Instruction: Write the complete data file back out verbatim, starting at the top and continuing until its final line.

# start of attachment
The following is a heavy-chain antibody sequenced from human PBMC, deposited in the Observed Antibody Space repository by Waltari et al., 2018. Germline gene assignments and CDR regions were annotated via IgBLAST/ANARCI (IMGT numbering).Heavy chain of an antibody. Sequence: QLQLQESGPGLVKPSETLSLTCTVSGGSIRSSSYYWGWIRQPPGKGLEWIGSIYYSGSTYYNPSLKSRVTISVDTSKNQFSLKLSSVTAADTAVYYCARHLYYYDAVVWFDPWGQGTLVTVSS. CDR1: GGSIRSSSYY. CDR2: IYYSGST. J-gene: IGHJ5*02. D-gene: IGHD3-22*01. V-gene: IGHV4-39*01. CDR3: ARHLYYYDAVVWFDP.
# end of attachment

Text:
The following is a heavy-chain antibody sequenced from human PBMC, deposited in the Observed Antibody Space repository by Waltari et al., 2018. Germline gene assignments and CDR regions were annotated via IgBLAST/ANARCI (IMGT numbering).Heavy chain of an antibody. Sequence: QLQLQESGPGLVKPSETLSLTCTVSGGSIRSSSYYWGWIRQPPGKGLEWIGSIYYSGSTYYNPSLKSRVTISVDTSKNQFSLKLSSVTAADTAVYYCARHLYYYDAVVWFDPWGQGTLVTVSS. CDR1: GGSIRSSSYY. CDR2: IYYSGST. J-gene: IGHJ5*02. D-gene: IGHD3-22*01. V-gene: IGHV4-39*01. CDR3: ARHLYYYDAVVWFDP.